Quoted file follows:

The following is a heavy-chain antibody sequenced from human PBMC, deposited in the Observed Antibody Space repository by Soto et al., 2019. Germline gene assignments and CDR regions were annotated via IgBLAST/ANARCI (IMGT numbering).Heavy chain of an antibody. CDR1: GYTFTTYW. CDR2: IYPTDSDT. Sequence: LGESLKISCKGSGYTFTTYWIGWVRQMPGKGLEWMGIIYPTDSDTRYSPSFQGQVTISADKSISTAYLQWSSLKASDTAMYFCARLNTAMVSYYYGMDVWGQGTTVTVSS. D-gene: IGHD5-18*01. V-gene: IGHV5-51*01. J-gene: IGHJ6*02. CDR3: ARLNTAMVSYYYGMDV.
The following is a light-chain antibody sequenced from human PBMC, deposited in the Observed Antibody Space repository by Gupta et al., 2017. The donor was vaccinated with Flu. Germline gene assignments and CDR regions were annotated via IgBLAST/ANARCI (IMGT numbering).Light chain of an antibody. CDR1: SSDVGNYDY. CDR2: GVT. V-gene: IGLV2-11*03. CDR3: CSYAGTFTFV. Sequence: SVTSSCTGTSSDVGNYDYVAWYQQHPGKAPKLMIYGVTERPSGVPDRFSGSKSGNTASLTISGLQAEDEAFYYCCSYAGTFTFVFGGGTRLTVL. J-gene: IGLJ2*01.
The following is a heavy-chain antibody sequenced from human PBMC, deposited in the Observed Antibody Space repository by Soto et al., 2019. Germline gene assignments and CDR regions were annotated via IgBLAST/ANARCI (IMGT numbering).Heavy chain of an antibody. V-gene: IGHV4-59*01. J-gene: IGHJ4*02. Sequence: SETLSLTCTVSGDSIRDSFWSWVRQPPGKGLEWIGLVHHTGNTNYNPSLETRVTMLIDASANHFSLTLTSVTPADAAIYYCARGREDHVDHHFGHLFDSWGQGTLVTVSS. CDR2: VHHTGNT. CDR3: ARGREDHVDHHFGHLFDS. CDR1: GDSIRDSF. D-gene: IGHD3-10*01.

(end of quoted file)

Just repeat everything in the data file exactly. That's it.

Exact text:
The following is a heavy-chain antibody sequenced from human PBMC, deposited in the Observed Antibody Space repository by Soto et al., 2019. Germline gene assignments and CDR regions were annotated via IgBLAST/ANARCI (IMGT numbering).Heavy chain of an antibody. CDR1: GYTFTTYW. CDR2: IYPTDSDT. Sequence: LGESLKISCKGSGYTFTTYWIGWVRQMPGKGLEWMGIIYPTDSDTRYSPSFQGQVTISADKSISTAYLQWSSLKASDTAMYFCARLNTAMVSYYYGMDVWGQGTTVTVSS. D-gene: IGHD5-18*01. V-gene: IGHV5-51*01. J-gene: IGHJ6*02. CDR3: ARLNTAMVSYYYGMDV.
The following is a light-chain antibody sequenced from human PBMC, deposited in the Observed Antibody Space repository by Gupta et al., 2017. The donor was vaccinated with Flu. Germline gene assignments and CDR regions were annotated via IgBLAST/ANARCI (IMGT numbering).Light chain of an antibody. CDR1: SSDVGNYDY. CDR2: GVT. V-gene: IGLV2-11*03. CDR3: CSYAGTFTFV. Sequence: SVTSSCTGTSSDVGNYDYVAWYQQHPGKAPKLMIYGVTERPSGVPDRFSGSKSGNTASLTISGLQAEDEAFYYCCSYAGTFTFVFGGGTRLTVL. J-gene: IGLJ2*01.
The following is a heavy-chain antibody sequenced from human PBMC, deposited in the Observed Antibody Space repository by Soto et al., 2019. Germline gene assignments and CDR regions were annotated via IgBLAST/ANARCI (IMGT numbering).Heavy chain of an antibody. V-gene: IGHV4-59*01. J-gene: IGHJ4*02. Sequence: SETLSLTCTVSGDSIRDSFWSWVRQPPGKGLEWIGLVHHTGNTNYNPSLETRVTMLIDASANHFSLTLTSVTPADAAIYYCARGREDHVDHHFGHLFDSWGQGTLVTVSS. CDR2: VHHTGNT. CDR3: ARGREDHVDHHFGHLFDS. CDR1: GDSIRDSF. D-gene: IGHD3-10*01.